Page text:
Brooklyn street gang accused of stealing $4.3m in Covid-19 relief money after being caught showing money on social media
A Brooklyn street gang has been accused of pocketing more than $4.3 million in pandemic relief benefits, using stolen identities to file 1,000 fraudulent pandemic unemployment claims, say the prosecutors.
Eleven members of the Woo gang were accused of filing more than $20 million in bogus claims for benefits, about a fifth of which were approved, and sending the payments to addresses they controlled.
Prosecutors said the gang was eventually arrested, in part because they posted numerous photos and videos of themselves online, showing gang signs and stacks of cash, often in front of cars. luxury, including Lamborghinis and Mercedes Benz.
“Photographs and videos of the defendants posted on publicly accessible social media pages show them (a) expressing their allegiance to the Woo street gang through hand signs and other means, and (b) displaying their earnings. ill-gotten by displaying large stacks of United States Currency and standing near luxury vehicles,” investigators wrote in the criminal complaint.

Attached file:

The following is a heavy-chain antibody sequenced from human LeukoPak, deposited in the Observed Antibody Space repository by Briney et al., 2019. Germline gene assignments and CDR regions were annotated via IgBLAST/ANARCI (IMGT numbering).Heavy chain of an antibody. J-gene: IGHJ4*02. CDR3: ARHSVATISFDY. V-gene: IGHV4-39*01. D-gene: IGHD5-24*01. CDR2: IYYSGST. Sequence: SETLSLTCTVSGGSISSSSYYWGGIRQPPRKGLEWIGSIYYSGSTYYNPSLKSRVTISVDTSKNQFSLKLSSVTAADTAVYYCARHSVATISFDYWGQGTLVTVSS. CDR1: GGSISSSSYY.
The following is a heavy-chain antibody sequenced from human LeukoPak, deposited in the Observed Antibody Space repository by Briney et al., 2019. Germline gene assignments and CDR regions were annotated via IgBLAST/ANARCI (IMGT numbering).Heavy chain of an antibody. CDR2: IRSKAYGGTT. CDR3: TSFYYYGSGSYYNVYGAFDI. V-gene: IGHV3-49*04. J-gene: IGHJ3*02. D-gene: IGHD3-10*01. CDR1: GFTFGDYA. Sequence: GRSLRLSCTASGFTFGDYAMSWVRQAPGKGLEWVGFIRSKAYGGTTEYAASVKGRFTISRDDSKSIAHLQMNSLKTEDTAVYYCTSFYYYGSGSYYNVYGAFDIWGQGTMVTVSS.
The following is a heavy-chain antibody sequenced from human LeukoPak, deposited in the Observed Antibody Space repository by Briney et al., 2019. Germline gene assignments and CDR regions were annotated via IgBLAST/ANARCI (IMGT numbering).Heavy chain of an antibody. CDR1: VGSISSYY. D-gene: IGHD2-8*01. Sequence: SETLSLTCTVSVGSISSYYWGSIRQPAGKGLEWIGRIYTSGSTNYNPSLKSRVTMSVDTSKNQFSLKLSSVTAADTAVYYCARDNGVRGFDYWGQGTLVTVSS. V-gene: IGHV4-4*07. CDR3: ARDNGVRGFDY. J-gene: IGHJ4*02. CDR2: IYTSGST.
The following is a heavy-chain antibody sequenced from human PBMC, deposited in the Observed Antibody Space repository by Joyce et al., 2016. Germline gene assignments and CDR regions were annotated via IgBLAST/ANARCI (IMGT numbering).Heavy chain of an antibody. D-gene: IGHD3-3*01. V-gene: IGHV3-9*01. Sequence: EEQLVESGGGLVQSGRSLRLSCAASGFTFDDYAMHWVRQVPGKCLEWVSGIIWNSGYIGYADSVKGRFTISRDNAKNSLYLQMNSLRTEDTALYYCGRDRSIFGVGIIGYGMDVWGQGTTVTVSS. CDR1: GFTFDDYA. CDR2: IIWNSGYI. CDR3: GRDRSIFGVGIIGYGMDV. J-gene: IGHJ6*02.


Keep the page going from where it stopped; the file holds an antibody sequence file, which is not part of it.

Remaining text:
In May 2021, several of the accused gang members appeared in a YouTube music video, titled “Trappin,” which included lyrics such as: “Unemployment made us work a lot,” which investigators say in the documents. court proceedings, was a reference to the fraud scheme.
Ten of the 11 men – all of whom are 23 or younger – were arrested on Thursday and could not be reached for comment. It was unclear whether they had ever retained attorneys. One of the men remains at large, investigators said.
Prosecutors say that between March 2020 and October 2021, the men obtained the names, dates of birth and social security numbers of 800 people and used them to submit nearly 1,000 claims to the state Department of Labor in New York for pandemic assistance unemployment benefits. programs.
While many applications were denied, several hundred were approved, and prosecutors say the men had the debit cards containing the benefit payments sent to the mailing addresses they had access to.
The 11 men have been charged with conspiracy to commit access device fraud and aggravated identity theft.